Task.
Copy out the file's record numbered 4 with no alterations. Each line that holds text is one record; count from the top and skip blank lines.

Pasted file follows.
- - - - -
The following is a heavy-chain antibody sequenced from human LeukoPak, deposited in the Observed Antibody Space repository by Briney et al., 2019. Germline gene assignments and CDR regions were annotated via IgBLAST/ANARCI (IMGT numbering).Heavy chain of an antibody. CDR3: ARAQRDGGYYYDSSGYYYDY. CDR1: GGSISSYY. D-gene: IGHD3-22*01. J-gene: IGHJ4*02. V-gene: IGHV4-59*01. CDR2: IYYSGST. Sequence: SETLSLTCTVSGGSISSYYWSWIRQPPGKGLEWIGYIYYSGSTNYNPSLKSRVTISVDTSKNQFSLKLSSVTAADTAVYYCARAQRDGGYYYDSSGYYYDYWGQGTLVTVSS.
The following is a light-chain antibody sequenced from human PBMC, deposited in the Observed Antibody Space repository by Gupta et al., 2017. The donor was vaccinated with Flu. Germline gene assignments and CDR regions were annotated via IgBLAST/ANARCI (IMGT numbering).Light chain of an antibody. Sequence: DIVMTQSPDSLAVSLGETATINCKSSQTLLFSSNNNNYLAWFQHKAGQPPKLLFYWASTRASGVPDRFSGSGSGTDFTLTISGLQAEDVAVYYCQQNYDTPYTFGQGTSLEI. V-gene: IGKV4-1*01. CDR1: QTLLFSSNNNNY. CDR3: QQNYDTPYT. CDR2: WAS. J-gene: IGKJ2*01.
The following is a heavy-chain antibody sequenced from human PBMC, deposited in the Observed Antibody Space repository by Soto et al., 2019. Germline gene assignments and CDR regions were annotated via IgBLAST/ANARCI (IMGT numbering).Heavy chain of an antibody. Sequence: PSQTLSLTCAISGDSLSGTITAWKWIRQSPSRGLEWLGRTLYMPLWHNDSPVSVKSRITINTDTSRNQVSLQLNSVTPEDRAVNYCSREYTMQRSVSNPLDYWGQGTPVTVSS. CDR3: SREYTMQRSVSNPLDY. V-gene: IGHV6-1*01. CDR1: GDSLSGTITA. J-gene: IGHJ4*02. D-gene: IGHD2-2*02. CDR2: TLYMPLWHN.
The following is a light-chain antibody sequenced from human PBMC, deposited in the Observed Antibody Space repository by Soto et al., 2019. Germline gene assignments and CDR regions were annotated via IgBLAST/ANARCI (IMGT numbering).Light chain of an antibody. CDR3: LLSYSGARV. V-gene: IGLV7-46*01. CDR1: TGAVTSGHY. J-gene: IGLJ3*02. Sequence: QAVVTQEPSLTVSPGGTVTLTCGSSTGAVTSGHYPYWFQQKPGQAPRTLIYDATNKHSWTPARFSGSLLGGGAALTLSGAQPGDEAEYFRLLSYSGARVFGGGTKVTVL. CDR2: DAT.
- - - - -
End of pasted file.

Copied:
The following is a light-chain antibody sequenced from human PBMC, deposited in the Observed Antibody Space repository by Soto et al., 2019. Germline gene assignments and CDR regions were annotated via IgBLAST/ANARCI (IMGT numbering).Light chain of an antibody. CDR3: LLSYSGARV. V-gene: IGLV7-46*01. CDR1: TGAVTSGHY. J-gene: IGLJ3*02. Sequence: QAVVTQEPSLTVSPGGTVTLTCGSSTGAVTSGHYPYWFQQKPGQAPRTLIYDATNKHSWTPARFSGSLLGGGAALTLSGAQPGDEAEYFRLLSYSGARVFGGGTKVTVL. CDR2: DAT.